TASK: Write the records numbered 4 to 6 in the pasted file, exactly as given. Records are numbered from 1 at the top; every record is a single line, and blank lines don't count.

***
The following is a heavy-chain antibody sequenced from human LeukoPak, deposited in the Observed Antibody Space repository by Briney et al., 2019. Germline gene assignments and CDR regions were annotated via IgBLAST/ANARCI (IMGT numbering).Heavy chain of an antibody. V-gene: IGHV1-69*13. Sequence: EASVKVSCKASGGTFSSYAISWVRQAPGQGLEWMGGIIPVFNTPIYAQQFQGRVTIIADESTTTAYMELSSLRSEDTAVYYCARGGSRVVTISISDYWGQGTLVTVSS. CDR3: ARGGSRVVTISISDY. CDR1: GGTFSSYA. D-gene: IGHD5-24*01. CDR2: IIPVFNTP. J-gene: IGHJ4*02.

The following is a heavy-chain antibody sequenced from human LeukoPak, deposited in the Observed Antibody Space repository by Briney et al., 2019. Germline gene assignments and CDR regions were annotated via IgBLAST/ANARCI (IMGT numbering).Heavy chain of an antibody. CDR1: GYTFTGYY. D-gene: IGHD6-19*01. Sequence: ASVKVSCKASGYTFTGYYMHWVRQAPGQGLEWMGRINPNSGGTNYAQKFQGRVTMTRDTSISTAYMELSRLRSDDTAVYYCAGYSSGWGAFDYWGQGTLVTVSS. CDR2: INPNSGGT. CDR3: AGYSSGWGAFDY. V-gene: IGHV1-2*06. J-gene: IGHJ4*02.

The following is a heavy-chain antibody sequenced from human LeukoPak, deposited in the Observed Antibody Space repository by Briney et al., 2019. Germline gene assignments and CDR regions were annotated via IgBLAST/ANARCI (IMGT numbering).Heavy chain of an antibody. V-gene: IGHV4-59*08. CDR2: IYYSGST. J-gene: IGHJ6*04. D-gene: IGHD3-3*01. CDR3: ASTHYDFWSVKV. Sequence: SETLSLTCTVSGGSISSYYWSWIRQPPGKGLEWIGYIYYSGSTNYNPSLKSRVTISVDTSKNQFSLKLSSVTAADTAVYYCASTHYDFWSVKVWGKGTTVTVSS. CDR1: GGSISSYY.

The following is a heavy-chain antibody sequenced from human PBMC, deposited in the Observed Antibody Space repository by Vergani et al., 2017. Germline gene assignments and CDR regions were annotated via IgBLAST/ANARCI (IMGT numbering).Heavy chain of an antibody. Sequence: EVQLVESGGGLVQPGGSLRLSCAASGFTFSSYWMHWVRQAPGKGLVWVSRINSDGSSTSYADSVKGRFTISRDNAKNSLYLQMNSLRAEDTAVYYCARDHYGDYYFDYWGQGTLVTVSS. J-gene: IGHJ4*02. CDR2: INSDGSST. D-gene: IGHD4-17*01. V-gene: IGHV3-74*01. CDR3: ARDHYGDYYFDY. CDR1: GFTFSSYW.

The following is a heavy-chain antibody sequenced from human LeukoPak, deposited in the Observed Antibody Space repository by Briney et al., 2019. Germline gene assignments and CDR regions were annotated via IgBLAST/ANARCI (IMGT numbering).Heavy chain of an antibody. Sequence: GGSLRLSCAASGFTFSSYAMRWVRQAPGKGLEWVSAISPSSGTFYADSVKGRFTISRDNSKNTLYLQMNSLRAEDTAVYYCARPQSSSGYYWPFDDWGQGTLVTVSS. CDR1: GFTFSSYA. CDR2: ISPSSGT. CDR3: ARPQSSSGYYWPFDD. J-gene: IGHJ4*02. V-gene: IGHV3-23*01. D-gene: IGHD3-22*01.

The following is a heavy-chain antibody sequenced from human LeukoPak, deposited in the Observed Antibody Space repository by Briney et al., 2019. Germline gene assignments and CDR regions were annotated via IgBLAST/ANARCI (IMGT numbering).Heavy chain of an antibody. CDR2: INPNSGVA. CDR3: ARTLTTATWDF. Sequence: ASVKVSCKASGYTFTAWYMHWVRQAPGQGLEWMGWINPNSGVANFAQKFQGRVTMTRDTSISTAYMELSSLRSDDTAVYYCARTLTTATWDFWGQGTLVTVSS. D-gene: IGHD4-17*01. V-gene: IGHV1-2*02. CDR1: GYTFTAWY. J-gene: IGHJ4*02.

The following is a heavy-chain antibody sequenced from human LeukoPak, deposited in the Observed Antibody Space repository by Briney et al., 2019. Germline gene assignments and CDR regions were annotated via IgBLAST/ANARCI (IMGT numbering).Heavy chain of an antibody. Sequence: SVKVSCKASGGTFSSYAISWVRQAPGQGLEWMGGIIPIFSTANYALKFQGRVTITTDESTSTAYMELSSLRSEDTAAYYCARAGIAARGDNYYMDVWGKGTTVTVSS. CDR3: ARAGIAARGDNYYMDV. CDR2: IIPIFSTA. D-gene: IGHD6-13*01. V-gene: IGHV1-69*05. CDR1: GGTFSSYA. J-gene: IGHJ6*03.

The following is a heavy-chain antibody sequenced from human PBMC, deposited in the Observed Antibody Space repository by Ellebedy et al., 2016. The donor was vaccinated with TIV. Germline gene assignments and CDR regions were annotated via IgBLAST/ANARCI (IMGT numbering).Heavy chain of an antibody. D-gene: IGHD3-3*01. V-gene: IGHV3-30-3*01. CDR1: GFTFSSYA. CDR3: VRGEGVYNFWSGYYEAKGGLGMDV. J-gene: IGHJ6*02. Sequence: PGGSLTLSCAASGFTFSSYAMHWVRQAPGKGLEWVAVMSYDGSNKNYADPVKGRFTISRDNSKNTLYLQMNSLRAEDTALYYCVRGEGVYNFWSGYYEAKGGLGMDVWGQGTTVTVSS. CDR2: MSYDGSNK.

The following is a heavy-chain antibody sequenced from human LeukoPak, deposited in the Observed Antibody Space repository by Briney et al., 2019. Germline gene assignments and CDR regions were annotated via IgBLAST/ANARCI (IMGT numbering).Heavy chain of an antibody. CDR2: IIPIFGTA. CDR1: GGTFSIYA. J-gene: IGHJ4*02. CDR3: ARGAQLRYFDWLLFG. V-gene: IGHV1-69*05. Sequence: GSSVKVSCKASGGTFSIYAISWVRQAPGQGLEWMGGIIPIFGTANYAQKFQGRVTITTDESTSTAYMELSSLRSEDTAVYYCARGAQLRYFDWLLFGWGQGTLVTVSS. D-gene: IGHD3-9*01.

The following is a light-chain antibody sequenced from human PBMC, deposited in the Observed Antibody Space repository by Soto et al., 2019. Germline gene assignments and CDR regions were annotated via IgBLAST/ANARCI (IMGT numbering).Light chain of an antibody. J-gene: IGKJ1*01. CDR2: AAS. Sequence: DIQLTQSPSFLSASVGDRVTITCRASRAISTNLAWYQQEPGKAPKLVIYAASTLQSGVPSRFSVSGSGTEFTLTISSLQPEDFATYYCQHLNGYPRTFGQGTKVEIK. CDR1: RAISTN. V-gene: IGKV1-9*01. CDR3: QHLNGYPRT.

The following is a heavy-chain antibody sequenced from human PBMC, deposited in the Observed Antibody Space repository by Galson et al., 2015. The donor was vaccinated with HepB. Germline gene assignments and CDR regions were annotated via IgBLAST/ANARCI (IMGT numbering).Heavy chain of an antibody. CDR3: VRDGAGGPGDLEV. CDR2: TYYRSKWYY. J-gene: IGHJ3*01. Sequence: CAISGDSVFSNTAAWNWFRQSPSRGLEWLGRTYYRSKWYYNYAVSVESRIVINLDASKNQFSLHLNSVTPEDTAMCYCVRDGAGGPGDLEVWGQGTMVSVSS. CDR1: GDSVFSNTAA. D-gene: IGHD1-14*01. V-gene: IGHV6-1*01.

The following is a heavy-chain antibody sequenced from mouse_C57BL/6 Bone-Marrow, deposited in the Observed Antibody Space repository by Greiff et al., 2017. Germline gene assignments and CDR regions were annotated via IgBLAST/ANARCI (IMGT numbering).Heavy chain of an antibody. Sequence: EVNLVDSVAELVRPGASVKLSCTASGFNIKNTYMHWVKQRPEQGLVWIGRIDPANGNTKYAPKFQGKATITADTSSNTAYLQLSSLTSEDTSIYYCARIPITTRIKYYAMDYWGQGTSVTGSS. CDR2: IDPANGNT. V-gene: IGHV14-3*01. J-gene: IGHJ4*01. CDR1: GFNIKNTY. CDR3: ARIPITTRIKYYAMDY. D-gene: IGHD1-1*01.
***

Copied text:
The following is a heavy-chain antibody sequenced from human PBMC, deposited in the Observed Antibody Space repository by Vergani et al., 2017. Germline gene assignments and CDR regions were annotated via IgBLAST/ANARCI (IMGT numbering).Heavy chain of an antibody. Sequence: EVQLVESGGGLVQPGGSLRLSCAASGFTFSSYWMHWVRQAPGKGLVWVSRINSDGSSTSYADSVKGRFTISRDNAKNSLYLQMNSLRAEDTAVYYCARDHYGDYYFDYWGQGTLVTVSS. J-gene: IGHJ4*02. CDR2: INSDGSST. D-gene: IGHD4-17*01. V-gene: IGHV3-74*01. CDR3: ARDHYGDYYFDY. CDR1: GFTFSSYW.

The following is a heavy-chain antibody sequenced from human LeukoPak, deposited in the Observed Antibody Space repository by Briney et al., 2019. Germline gene assignments and CDR regions were annotated via IgBLAST/ANARCI (IMGT numbering).Heavy chain of an antibody. Sequence: GGSLRLSCAASGFTFSSYAMRWVRQAPGKGLEWVSAISPSSGTFYADSVKGRFTISRDNSKNTLYLQMNSLRAEDTAVYYCARPQSSSGYYWPFDDWGQGTLVTVSS. CDR1: GFTFSSYA. CDR2: ISPSSGT. CDR3: ARPQSSSGYYWPFDD. J-gene: IGHJ4*02. V-gene: IGHV3-23*01. D-gene: IGHD3-22*01.

The following is a heavy-chain antibody sequenced from human LeukoPak, deposited in the Observed Antibody Space repository by Briney et al., 2019. Germline gene assignments and CDR regions were annotated via IgBLAST/ANARCI (IMGT numbering).Heavy chain of an antibody. CDR2: INPNSGVA. CDR3: ARTLTTATWDF. Sequence: ASVKVSCKASGYTFTAWYMHWVRQAPGQGLEWMGWINPNSGVANFAQKFQGRVTMTRDTSISTAYMELSSLRSDDTAVYYCARTLTTATWDFWGQGTLVTVSS. D-gene: IGHD4-17*01. V-gene: IGHV1-2*02. CDR1: GYTFTAWY. J-gene: IGHJ4*02.